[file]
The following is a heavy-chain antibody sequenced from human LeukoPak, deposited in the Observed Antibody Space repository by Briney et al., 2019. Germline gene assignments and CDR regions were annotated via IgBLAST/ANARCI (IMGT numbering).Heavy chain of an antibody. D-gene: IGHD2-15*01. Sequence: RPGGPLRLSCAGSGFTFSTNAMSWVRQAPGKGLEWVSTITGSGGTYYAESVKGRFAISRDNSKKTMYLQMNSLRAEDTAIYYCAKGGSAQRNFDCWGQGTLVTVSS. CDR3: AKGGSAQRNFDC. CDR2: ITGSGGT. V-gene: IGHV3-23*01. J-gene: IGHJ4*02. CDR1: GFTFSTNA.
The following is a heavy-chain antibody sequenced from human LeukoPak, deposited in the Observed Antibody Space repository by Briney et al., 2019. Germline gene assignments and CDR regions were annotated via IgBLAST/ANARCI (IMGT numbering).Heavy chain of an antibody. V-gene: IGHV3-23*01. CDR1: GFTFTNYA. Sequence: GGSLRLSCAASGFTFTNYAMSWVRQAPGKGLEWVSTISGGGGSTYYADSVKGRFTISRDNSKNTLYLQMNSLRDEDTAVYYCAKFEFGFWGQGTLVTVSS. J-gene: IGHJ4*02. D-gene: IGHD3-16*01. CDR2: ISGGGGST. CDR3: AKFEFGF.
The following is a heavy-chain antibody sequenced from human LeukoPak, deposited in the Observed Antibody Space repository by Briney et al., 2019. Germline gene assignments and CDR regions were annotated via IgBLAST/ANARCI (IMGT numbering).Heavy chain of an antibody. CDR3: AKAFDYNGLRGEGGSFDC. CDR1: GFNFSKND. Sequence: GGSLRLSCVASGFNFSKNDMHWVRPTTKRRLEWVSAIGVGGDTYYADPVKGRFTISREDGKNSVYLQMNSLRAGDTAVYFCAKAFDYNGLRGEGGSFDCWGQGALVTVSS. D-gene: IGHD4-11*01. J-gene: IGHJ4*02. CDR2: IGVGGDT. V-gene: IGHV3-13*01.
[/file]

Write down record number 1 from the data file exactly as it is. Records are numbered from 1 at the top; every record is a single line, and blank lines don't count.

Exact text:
The following is a heavy-chain antibody sequenced from human LeukoPak, deposited in the Observed Antibody Space repository by Briney et al., 2019. Germline gene assignments and CDR regions were annotated via IgBLAST/ANARCI (IMGT numbering).Heavy chain of an antibody. D-gene: IGHD2-15*01. Sequence: RPGGPLRLSCAGSGFTFSTNAMSWVRQAPGKGLEWVSTITGSGGTYYAESVKGRFAISRDNSKKTMYLQMNSLRAEDTAIYYCAKGGSAQRNFDCWGQGTLVTVSS. CDR3: AKGGSAQRNFDC. CDR2: ITGSGGT. V-gene: IGHV3-23*01. J-gene: IGHJ4*02. CDR1: GFTFSTNA.